As anyone who lives near the Atlantic and Gulf coast knows too well, hurricane season has been in the breeze since June 1, and will last through November; the heart of the season is mid-August through mid-October. All the latest long-range hurricane forecasts so far have predicted higher than normal storm activity this season, which is being blamed on a waning El Niño perhaps transitioning to a weak La Niña condition during the peak of the season.
“This is an ‘El Niño rebound’ year, in which the previous winter’s El Niño has ended,” according to Stu Ostro, senior meteorologist with The Weather Channel. “Such hurricane seasons have historically been dangerous.
“Also, water temperatures in the tropical Atlantic have been running at record high levels, which is another factor conducive to this being an active year,” said Ostro. “What can’t be predicted as part of a seasonal forecast is the track of each tropical storm and hurricane, so folks in all coastal locations ought to be closely monitoring the latest developments in the tropics.”
El Niño is characterized by warmer than average ocean temperatures in the Equatorial Pacific; La Niña is characterized by colder than average ocean temperatures there. The two conditions are a naturally occurring climate cycle that varies in timing and intensity — and both entail a significant transfer of energy via water temperature that can have major climate impacts. The change in water temperature brings a change in the jet stream — which guides weather systems worldwide.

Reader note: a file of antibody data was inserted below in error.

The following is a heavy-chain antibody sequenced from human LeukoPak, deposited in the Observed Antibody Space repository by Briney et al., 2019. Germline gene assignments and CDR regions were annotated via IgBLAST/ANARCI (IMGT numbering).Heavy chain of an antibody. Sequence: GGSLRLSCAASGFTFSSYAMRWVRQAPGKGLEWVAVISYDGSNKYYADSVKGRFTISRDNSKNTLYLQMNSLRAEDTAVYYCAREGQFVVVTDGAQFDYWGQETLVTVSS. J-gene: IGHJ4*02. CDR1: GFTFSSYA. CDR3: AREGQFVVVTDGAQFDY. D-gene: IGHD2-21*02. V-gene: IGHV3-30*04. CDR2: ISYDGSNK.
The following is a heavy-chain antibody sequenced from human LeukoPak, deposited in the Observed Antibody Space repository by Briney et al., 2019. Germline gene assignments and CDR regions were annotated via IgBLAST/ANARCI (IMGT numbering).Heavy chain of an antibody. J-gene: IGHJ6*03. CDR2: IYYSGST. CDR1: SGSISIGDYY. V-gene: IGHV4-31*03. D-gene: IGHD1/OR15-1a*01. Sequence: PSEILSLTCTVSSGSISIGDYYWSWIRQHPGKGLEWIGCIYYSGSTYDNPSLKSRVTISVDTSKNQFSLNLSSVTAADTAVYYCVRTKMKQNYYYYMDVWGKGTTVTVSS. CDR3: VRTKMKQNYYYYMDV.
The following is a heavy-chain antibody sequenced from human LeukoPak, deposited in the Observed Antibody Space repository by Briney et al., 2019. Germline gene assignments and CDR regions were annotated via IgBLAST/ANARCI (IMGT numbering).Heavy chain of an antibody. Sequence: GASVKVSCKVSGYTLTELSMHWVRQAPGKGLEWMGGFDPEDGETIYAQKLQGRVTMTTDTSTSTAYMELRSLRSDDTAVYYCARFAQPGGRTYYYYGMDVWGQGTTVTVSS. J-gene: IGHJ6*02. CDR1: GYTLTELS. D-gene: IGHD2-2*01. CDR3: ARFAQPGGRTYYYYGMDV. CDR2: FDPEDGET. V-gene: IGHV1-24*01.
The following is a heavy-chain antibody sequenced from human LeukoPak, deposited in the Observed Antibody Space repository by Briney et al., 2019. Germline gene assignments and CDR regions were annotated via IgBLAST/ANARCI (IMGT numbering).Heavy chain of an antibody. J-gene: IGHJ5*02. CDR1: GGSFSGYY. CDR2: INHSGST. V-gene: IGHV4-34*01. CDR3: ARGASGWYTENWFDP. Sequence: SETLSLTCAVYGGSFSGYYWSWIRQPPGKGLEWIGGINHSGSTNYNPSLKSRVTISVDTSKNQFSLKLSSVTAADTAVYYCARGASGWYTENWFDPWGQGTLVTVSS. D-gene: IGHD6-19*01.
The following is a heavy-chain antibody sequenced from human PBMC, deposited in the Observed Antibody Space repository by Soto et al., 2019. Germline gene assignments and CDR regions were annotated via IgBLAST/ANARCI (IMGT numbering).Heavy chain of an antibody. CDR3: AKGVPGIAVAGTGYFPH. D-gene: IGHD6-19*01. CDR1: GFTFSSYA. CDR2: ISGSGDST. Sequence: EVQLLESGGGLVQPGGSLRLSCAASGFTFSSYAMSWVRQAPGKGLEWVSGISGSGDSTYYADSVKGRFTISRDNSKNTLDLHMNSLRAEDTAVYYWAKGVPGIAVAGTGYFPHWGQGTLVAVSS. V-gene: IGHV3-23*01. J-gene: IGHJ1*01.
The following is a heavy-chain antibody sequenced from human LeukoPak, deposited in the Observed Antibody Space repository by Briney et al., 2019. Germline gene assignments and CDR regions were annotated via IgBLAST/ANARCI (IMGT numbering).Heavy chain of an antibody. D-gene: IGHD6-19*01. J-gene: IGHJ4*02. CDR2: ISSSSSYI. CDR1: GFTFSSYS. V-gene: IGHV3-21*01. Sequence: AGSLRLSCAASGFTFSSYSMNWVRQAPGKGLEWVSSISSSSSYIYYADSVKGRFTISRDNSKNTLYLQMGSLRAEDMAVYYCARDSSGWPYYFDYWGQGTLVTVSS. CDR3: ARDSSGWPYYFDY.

Long-term research indicates El Niño conditions about a third of the time, La Niña conditions about a quarter of the time, and “neutral” (or transitions from one to the other) for the rest.
Ostro noted that the El Niño effect is more of an inhibitor of Atlantic hurricanes than La Niña is a driver. “Atlantic hurricane seasons tend to be active also when ‘neutral’ conditions – neither El Niño nor La Niña – are present. As an extreme example, the record 2005 season was a ‘neutral’ one,” said Ostro. “The seasonal outlooks that have been calling for a lot of storms have been based more on those record warm ocean temperatures and the end of El Niño, rather than on whether or not La Niña develops.”
For more information about and forecasts of the 2010 hurricane season, go to www.weather.com.
Connect with NJTODAY.NET
Join NJTODAY.NET's free Email List to receive occasional updates delivered right to your email address!